4. For those teachers giving alternative exams or projects, use these recall opportunities to prime a student’s brain for the type of content, creativity, connections, and skills you want them to demonstrate.
5. As you work through the final third of the school year and introduce new content and skills to students, find ways for students to “hang” prior knowledge onto that new knowledge. For example, as students study the Korean and Vietnam Wars in history class, a teacher will have them review the causes of the previous wars they have studied that year to find points of intersection and departure. For example, it seems ships are always a common theme: remember the Merrimack and the Monitor, The Maine, Lusitania, and Pearl Harbor and the Maddox?
6. Teach students important memory strategies such as: -Flashcards: Most students usually use the cards incorrectly. They flip them over too quickly, creating a false sense of understanding. One important tip: students should not turn over the card to check for an answer unless they have deliberately considered their response. The not-knowing-struggle-pause is the crucial step. -Self-testing: Use review sheets, check the posted answer guide, check your notes where understanding is unclear, and check in with the teacher if questions or uncertainties remain. Retrieval practice: Take out a piece of paper and write and sketch what you know (“dual coding” of words plus pictures may help, depending on the subject and student – have kids experiment with it). Or create a post-it note organizational masterpiece. As with self-testing, check with notes afterwards and see the teacher if necessary. In the words of Dr. Judy Willis, who worked with St. Andrew’s teachers in 2014, “If you don’t use it, you lose it.” -Interleave new material with recap blasts of older material. Where it fits naturally, “spiral” by building on previous knowledge, though this is not always essential. For example, see the diagram below for an illustration of how spaced learning can look differently from massed learning.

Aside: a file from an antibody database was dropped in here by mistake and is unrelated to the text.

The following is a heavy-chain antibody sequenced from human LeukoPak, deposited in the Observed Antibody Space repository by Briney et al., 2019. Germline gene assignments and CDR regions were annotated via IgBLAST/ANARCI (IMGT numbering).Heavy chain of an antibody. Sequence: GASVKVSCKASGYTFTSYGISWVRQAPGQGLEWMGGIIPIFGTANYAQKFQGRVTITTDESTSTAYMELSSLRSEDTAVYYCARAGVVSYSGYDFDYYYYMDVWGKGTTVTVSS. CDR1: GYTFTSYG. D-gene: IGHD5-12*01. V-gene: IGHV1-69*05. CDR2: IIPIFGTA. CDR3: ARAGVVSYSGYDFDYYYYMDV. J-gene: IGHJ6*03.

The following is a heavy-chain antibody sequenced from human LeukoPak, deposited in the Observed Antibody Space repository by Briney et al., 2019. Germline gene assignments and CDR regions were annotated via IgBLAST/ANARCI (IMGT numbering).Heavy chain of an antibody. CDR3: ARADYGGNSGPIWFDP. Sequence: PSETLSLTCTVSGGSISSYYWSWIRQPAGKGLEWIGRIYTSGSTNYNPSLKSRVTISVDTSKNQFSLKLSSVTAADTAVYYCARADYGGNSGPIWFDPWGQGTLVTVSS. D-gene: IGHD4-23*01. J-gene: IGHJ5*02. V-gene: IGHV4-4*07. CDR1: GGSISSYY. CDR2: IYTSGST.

7. Research suggests that spaced review leads to higher test scores and longer term retention of learning than massed studying.
8. John Hattie’s giant meta-study of 300 million students found that the most important aspect of successful learning is to use the right strategy at the right time. So what exam preparation strategies work for each individual student? Have students go into Schoology, or your Learning Management System (LMS) equivalent, to see how they reflected on the exam or project from the previous year. Focus here on the strategies, not the grade, and what can be gleaned from prior experience.